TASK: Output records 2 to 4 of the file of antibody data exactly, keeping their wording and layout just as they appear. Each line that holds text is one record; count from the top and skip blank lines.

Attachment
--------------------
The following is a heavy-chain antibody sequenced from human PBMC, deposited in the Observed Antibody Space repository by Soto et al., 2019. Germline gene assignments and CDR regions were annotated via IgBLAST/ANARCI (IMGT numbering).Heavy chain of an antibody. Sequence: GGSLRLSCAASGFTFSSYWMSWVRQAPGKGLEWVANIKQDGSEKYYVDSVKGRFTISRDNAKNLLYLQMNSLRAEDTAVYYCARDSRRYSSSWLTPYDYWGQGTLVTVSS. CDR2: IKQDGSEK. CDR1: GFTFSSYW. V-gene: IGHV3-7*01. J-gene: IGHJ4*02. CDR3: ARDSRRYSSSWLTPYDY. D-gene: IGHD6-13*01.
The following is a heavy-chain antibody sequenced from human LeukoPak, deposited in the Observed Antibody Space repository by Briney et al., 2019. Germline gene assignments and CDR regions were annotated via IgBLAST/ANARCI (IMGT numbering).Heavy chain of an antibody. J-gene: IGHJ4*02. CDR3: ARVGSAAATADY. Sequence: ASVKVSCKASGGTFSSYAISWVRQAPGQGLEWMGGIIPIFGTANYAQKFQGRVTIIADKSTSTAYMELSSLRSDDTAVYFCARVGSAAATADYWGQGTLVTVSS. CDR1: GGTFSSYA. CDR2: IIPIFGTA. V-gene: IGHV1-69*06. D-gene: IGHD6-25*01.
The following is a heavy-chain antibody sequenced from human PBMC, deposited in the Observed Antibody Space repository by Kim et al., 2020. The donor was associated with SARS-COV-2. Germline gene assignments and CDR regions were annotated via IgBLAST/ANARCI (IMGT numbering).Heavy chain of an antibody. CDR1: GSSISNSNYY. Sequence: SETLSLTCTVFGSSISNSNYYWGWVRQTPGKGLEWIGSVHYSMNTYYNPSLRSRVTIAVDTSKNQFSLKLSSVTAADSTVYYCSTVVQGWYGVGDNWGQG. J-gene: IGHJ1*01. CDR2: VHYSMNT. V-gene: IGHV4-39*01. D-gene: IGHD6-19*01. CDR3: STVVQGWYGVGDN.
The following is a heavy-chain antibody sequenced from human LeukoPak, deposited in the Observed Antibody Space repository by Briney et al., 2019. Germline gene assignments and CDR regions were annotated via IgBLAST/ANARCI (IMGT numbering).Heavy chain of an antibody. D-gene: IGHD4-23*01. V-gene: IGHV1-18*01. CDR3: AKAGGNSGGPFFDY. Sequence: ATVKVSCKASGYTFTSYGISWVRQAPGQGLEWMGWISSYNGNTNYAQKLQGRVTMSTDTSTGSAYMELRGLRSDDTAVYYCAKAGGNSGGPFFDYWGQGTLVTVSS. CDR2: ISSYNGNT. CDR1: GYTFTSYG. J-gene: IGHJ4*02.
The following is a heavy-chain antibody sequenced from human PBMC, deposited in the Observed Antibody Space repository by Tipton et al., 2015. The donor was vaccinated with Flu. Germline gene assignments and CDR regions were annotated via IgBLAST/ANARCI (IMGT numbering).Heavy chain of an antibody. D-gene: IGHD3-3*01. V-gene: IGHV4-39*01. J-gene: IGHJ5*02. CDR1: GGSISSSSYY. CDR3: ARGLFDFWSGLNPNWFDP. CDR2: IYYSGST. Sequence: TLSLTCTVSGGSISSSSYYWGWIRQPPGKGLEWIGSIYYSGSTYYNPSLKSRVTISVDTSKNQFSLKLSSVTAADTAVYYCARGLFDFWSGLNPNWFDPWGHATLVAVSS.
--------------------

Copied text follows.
The following is a heavy-chain antibody sequenced from human LeukoPak, deposited in the Observed Antibody Space repository by Briney et al., 2019. Germline gene assignments and CDR regions were annotated via IgBLAST/ANARCI (IMGT numbering).Heavy chain of an antibody. J-gene: IGHJ4*02. CDR3: ARVGSAAATADY. Sequence: ASVKVSCKASGGTFSSYAISWVRQAPGQGLEWMGGIIPIFGTANYAQKFQGRVTIIADKSTSTAYMELSSLRSDDTAVYFCARVGSAAATADYWGQGTLVTVSS. CDR1: GGTFSSYA. CDR2: IIPIFGTA. V-gene: IGHV1-69*06. D-gene: IGHD6-25*01.
The following is a heavy-chain antibody sequenced from human PBMC, deposited in the Observed Antibody Space repository by Kim et al., 2020. The donor was associated with SARS-COV-2. Germline gene assignments and CDR regions were annotated via IgBLAST/ANARCI (IMGT numbering).Heavy chain of an antibody. CDR1: GSSISNSNYY. Sequence: SETLSLTCTVFGSSISNSNYYWGWVRQTPGKGLEWIGSVHYSMNTYYNPSLRSRVTIAVDTSKNQFSLKLSSVTAADSTVYYCSTVVQGWYGVGDNWGQG. J-gene: IGHJ1*01. CDR2: VHYSMNT. V-gene: IGHV4-39*01. D-gene: IGHD6-19*01. CDR3: STVVQGWYGVGDN.
The following is a heavy-chain antibody sequenced from human LeukoPak, deposited in the Observed Antibody Space repository by Briney et al., 2019. Germline gene assignments and CDR regions were annotated via IgBLAST/ANARCI (IMGT numbering).Heavy chain of an antibody. D-gene: IGHD4-23*01. V-gene: IGHV1-18*01. CDR3: AKAGGNSGGPFFDY. Sequence: ATVKVSCKASGYTFTSYGISWVRQAPGQGLEWMGWISSYNGNTNYAQKLQGRVTMSTDTSTGSAYMELRGLRSDDTAVYYCAKAGGNSGGPFFDYWGQGTLVTVSS. CDR2: ISSYNGNT. CDR1: GYTFTSYG. J-gene: IGHJ4*02.